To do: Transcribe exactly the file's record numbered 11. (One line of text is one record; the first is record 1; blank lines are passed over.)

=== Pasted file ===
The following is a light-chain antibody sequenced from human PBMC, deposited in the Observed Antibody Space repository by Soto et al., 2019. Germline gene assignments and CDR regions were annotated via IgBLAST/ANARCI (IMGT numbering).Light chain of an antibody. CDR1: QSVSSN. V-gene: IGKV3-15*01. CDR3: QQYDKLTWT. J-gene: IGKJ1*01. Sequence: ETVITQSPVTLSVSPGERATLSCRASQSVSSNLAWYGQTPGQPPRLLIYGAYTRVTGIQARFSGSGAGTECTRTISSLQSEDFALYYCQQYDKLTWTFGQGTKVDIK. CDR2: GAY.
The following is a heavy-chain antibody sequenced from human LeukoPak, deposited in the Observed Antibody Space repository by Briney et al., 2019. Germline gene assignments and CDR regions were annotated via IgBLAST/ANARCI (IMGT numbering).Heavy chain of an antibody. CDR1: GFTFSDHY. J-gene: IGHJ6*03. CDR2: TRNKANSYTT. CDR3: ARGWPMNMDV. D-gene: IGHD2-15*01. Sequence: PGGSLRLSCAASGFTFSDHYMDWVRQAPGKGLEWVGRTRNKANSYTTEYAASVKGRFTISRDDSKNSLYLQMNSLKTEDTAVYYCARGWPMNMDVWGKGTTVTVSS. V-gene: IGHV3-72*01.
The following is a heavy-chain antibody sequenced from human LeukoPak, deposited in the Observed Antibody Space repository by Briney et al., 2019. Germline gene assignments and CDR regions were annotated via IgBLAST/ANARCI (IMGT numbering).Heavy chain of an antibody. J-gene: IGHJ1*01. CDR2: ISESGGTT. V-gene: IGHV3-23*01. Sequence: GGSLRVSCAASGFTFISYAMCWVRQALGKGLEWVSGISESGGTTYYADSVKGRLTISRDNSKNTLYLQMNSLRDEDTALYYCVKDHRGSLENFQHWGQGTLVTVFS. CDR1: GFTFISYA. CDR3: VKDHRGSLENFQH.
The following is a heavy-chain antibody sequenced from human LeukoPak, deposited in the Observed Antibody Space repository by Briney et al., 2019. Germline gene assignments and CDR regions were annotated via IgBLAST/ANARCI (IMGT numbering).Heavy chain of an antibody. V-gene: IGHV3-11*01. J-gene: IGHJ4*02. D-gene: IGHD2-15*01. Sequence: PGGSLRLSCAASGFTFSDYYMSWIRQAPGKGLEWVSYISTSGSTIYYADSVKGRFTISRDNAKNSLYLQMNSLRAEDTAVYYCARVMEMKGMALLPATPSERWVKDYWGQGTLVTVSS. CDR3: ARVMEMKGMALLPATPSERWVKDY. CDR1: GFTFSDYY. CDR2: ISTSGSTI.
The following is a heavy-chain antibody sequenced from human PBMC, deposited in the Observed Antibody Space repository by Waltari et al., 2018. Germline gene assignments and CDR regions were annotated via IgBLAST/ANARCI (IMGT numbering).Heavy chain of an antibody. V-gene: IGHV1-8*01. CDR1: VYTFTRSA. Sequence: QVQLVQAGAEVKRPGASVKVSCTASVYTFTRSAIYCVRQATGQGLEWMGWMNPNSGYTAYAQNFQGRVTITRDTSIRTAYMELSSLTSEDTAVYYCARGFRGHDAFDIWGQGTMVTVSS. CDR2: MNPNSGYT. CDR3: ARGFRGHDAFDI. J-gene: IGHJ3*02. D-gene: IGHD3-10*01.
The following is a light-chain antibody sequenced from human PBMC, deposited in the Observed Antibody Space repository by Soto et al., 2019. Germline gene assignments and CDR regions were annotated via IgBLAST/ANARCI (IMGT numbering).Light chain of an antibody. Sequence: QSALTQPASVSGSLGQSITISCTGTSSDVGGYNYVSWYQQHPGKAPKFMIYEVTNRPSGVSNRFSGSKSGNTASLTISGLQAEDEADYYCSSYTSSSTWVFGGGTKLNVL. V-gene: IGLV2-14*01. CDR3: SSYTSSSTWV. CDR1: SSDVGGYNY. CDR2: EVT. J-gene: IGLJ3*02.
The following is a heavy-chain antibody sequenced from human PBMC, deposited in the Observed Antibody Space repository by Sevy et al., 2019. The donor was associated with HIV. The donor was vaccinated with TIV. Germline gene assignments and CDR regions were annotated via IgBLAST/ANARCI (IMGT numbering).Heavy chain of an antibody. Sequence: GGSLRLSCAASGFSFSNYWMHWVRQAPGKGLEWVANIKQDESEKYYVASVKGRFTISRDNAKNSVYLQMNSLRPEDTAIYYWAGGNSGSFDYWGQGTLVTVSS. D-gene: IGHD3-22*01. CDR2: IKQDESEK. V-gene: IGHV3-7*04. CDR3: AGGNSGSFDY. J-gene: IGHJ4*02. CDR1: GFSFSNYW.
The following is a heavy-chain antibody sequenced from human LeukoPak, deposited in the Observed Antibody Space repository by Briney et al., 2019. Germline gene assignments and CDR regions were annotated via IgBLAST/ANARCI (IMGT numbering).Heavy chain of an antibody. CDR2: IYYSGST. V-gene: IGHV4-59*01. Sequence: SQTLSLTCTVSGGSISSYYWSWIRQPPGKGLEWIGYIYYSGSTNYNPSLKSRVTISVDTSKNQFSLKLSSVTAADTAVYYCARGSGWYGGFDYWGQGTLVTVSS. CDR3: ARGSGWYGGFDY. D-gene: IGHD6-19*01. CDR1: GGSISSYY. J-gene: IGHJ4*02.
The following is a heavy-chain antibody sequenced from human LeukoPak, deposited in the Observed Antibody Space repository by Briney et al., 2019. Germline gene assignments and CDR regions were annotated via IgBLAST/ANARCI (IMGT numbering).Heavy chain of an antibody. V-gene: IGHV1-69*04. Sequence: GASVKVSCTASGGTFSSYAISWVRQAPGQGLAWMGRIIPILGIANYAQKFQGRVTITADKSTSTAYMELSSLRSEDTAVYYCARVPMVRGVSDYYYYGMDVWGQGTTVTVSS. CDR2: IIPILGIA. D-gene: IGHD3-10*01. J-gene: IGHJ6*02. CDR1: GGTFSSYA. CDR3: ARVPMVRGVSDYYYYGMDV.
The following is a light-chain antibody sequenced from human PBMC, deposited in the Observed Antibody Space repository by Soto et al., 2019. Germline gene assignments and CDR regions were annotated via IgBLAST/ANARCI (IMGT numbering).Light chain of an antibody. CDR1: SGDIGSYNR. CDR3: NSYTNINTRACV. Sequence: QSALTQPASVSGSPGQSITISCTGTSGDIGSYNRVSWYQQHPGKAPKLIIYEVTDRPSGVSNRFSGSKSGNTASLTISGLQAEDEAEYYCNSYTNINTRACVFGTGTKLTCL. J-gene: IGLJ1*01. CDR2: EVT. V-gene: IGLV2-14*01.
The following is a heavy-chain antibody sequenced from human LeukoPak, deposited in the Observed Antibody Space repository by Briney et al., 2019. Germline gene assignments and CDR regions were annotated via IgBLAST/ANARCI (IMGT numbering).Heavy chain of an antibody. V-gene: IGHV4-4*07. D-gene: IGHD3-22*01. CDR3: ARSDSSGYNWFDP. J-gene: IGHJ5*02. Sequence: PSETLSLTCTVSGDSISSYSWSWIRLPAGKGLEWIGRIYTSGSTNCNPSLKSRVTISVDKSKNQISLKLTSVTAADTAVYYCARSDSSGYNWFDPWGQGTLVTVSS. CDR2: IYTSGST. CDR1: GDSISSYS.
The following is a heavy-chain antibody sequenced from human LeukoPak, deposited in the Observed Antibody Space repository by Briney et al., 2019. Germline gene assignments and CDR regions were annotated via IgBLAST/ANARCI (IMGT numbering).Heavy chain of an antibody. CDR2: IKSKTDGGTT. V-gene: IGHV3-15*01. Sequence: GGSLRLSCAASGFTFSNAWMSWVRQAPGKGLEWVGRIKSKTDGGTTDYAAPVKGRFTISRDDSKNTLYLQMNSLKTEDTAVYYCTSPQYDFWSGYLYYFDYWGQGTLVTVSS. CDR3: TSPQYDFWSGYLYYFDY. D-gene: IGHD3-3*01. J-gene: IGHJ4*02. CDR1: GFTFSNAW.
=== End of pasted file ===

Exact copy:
The following is a heavy-chain antibody sequenced from human LeukoPak, deposited in the Observed Antibody Space repository by Briney et al., 2019. Germline gene assignments and CDR regions were annotated via IgBLAST/ANARCI (IMGT numbering).Heavy chain of an antibody. V-gene: IGHV4-4*07. D-gene: IGHD3-22*01. CDR3: ARSDSSGYNWFDP. J-gene: IGHJ5*02. Sequence: PSETLSLTCTVSGDSISSYSWSWIRLPAGKGLEWIGRIYTSGSTNCNPSLKSRVTISVDKSKNQISLKLTSVTAADTAVYYCARSDSSGYNWFDPWGQGTLVTVSS. CDR2: IYTSGST. CDR1: GDSISSYS.